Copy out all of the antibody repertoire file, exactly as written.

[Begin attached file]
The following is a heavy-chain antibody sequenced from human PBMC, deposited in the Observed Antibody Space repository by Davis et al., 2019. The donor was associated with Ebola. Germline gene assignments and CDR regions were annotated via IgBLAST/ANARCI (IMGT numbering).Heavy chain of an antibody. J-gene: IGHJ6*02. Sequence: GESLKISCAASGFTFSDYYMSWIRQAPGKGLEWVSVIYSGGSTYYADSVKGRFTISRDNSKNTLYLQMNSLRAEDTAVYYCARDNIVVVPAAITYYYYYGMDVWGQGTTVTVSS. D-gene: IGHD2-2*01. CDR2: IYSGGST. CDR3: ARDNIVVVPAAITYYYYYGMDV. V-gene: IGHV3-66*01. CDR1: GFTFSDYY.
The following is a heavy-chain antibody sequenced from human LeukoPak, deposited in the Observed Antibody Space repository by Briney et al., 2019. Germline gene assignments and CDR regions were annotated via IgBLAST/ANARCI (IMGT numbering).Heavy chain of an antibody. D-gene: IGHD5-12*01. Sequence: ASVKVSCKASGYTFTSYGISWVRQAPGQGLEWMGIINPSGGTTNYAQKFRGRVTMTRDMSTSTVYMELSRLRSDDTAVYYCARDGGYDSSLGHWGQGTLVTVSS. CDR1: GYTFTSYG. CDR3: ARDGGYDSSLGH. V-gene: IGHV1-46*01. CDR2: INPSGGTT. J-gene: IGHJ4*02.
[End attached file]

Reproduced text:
The following is a heavy-chain antibody sequenced from human PBMC, deposited in the Observed Antibody Space repository by Davis et al., 2019. The donor was associated with Ebola. Germline gene assignments and CDR regions were annotated via IgBLAST/ANARCI (IMGT numbering).Heavy chain of an antibody. J-gene: IGHJ6*02. Sequence: GESLKISCAASGFTFSDYYMSWIRQAPGKGLEWVSVIYSGGSTYYADSVKGRFTISRDNSKNTLYLQMNSLRAEDTAVYYCARDNIVVVPAAITYYYYYGMDVWGQGTTVTVSS. D-gene: IGHD2-2*01. CDR2: IYSGGST. CDR3: ARDNIVVVPAAITYYYYYGMDV. V-gene: IGHV3-66*01. CDR1: GFTFSDYY.
The following is a heavy-chain antibody sequenced from human LeukoPak, deposited in the Observed Antibody Space repository by Briney et al., 2019. Germline gene assignments and CDR regions were annotated via IgBLAST/ANARCI (IMGT numbering).Heavy chain of an antibody. D-gene: IGHD5-12*01. Sequence: ASVKVSCKASGYTFTSYGISWVRQAPGQGLEWMGIINPSGGTTNYAQKFRGRVTMTRDMSTSTVYMELSRLRSDDTAVYYCARDGGYDSSLGHWGQGTLVTVSS. CDR1: GYTFTSYG. CDR3: ARDGGYDSSLGH. V-gene: IGHV1-46*01. CDR2: INPSGGTT. J-gene: IGHJ4*02.